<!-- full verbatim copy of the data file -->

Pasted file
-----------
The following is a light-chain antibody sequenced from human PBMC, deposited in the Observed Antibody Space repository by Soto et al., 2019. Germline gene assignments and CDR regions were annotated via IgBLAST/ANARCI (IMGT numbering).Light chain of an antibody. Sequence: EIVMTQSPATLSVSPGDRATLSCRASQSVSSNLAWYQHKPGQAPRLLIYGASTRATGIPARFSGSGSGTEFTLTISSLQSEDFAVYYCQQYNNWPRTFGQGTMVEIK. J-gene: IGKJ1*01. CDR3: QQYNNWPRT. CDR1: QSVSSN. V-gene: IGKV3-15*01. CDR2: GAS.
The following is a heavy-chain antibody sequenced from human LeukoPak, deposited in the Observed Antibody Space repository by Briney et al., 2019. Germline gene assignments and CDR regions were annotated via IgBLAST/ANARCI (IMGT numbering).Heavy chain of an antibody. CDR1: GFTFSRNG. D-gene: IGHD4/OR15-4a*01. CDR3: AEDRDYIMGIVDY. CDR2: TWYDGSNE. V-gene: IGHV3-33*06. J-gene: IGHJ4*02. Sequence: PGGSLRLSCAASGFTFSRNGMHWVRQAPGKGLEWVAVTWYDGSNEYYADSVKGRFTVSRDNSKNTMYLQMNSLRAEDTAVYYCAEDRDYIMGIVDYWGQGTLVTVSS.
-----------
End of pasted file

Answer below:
The following is a light-chain antibody sequenced from human PBMC, deposited in the Observed Antibody Space repository by Soto et al., 2019. Germline gene assignments and CDR regions were annotated via IgBLAST/ANARCI (IMGT numbering).Light chain of an antibody. Sequence: EIVMTQSPATLSVSPGDRATLSCRASQSVSSNLAWYQHKPGQAPRLLIYGASTRATGIPARFSGSGSGTEFTLTISSLQSEDFAVYYCQQYNNWPRTFGQGTMVEIK. J-gene: IGKJ1*01. CDR3: QQYNNWPRT. CDR1: QSVSSN. V-gene: IGKV3-15*01. CDR2: GAS.
The following is a heavy-chain antibody sequenced from human LeukoPak, deposited in the Observed Antibody Space repository by Briney et al., 2019. Germline gene assignments and CDR regions were annotated via IgBLAST/ANARCI (IMGT numbering).Heavy chain of an antibody. CDR1: GFTFSRNG. D-gene: IGHD4/OR15-4a*01. CDR3: AEDRDYIMGIVDY. CDR2: TWYDGSNE. V-gene: IGHV3-33*06. J-gene: IGHJ4*02. Sequence: PGGSLRLSCAASGFTFSRNGMHWVRQAPGKGLEWVAVTWYDGSNEYYADSVKGRFTVSRDNSKNTMYLQMNSLRAEDTAVYYCAEDRDYIMGIVDYWGQGTLVTVSS.